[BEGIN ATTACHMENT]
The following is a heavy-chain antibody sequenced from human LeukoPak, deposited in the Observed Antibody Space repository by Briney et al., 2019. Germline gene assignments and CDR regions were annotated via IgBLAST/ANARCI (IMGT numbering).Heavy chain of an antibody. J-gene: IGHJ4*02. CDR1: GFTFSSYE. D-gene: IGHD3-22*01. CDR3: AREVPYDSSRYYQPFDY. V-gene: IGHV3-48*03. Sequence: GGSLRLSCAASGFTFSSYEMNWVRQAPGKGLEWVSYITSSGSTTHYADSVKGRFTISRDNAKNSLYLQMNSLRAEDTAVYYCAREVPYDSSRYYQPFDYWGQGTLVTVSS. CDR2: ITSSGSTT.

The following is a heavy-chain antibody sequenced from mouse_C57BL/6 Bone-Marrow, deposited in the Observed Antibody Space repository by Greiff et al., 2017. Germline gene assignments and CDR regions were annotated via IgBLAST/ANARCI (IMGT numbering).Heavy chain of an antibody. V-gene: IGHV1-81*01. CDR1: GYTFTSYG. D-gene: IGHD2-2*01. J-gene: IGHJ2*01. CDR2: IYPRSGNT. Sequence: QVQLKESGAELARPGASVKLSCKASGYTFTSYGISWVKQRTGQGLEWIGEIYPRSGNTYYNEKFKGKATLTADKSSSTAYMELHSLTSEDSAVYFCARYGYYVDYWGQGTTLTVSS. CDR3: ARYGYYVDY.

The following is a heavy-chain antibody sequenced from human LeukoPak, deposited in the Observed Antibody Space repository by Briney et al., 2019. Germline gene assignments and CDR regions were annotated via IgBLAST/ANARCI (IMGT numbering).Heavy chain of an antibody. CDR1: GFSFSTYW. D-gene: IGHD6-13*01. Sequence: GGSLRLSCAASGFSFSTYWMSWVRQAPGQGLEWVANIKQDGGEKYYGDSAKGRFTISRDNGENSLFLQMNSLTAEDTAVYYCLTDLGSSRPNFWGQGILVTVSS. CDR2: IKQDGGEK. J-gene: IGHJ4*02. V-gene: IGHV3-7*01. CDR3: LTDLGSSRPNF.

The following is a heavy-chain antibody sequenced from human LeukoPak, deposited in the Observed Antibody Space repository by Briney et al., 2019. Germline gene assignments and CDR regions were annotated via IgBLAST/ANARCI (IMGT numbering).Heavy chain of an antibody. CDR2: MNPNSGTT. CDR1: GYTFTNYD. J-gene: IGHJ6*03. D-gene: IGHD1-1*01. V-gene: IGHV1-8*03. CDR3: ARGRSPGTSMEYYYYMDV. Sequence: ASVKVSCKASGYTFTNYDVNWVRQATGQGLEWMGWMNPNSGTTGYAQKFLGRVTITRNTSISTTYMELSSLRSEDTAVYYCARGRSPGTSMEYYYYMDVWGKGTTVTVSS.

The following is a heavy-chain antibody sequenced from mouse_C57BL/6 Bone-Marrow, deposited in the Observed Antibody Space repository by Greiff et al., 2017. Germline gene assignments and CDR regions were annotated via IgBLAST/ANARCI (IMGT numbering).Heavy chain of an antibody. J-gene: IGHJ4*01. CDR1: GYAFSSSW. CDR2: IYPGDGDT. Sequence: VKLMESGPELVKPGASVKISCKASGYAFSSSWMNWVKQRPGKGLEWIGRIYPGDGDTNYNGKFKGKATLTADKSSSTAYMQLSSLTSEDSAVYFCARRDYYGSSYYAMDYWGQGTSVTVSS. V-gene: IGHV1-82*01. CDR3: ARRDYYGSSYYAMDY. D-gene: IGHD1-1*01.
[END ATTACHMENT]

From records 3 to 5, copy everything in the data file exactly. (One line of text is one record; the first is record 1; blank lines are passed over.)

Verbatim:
The following is a heavy-chain antibody sequenced from human LeukoPak, deposited in the Observed Antibody Space repository by Briney et al., 2019. Germline gene assignments and CDR regions were annotated via IgBLAST/ANARCI (IMGT numbering).Heavy chain of an antibody. CDR1: GFSFSTYW. D-gene: IGHD6-13*01. Sequence: GGSLRLSCAASGFSFSTYWMSWVRQAPGQGLEWVANIKQDGGEKYYGDSAKGRFTISRDNGENSLFLQMNSLTAEDTAVYYCLTDLGSSRPNFWGQGILVTVSS. CDR2: IKQDGGEK. J-gene: IGHJ4*02. V-gene: IGHV3-7*01. CDR3: LTDLGSSRPNF.

The following is a heavy-chain antibody sequenced from human LeukoPak, deposited in the Observed Antibody Space repository by Briney et al., 2019. Germline gene assignments and CDR regions were annotated via IgBLAST/ANARCI (IMGT numbering).Heavy chain of an antibody. CDR2: MNPNSGTT. CDR1: GYTFTNYD. J-gene: IGHJ6*03. D-gene: IGHD1-1*01. V-gene: IGHV1-8*03. CDR3: ARGRSPGTSMEYYYYMDV. Sequence: ASVKVSCKASGYTFTNYDVNWVRQATGQGLEWMGWMNPNSGTTGYAQKFLGRVTITRNTSISTTYMELSSLRSEDTAVYYCARGRSPGTSMEYYYYMDVWGKGTTVTVSS.

The following is a heavy-chain antibody sequenced from mouse_C57BL/6 Bone-Marrow, deposited in the Observed Antibody Space repository by Greiff et al., 2017. Germline gene assignments and CDR regions were annotated via IgBLAST/ANARCI (IMGT numbering).Heavy chain of an antibody. J-gene: IGHJ4*01. CDR1: GYAFSSSW. CDR2: IYPGDGDT. Sequence: VKLMESGPELVKPGASVKISCKASGYAFSSSWMNWVKQRPGKGLEWIGRIYPGDGDTNYNGKFKGKATLTADKSSSTAYMQLSSLTSEDSAVYFCARRDYYGSSYYAMDYWGQGTSVTVSS. V-gene: IGHV1-82*01. CDR3: ARRDYYGSSYYAMDY. D-gene: IGHD1-1*01.